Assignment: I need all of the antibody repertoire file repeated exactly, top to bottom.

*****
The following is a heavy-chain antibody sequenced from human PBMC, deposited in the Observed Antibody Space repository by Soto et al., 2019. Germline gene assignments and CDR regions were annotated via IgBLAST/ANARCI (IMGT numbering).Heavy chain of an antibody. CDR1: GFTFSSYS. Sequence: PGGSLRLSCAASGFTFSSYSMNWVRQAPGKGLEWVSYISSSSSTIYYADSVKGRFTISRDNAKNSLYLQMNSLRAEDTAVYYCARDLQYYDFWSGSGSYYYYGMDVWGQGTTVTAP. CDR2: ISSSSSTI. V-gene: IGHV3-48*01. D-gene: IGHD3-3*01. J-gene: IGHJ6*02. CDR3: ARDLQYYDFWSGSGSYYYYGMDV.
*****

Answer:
The following is a heavy-chain antibody sequenced from human PBMC, deposited in the Observed Antibody Space repository by Soto et al., 2019. Germline gene assignments and CDR regions were annotated via IgBLAST/ANARCI (IMGT numbering).Heavy chain of an antibody. CDR1: GFTFSSYS. Sequence: PGGSLRLSCAASGFTFSSYSMNWVRQAPGKGLEWVSYISSSSSTIYYADSVKGRFTISRDNAKNSLYLQMNSLRAEDTAVYYCARDLQYYDFWSGSGSYYYYGMDVWGQGTTVTAP. CDR2: ISSSSSTI. V-gene: IGHV3-48*01. D-gene: IGHD3-3*01. J-gene: IGHJ6*02. CDR3: ARDLQYYDFWSGSGSYYYYGMDV.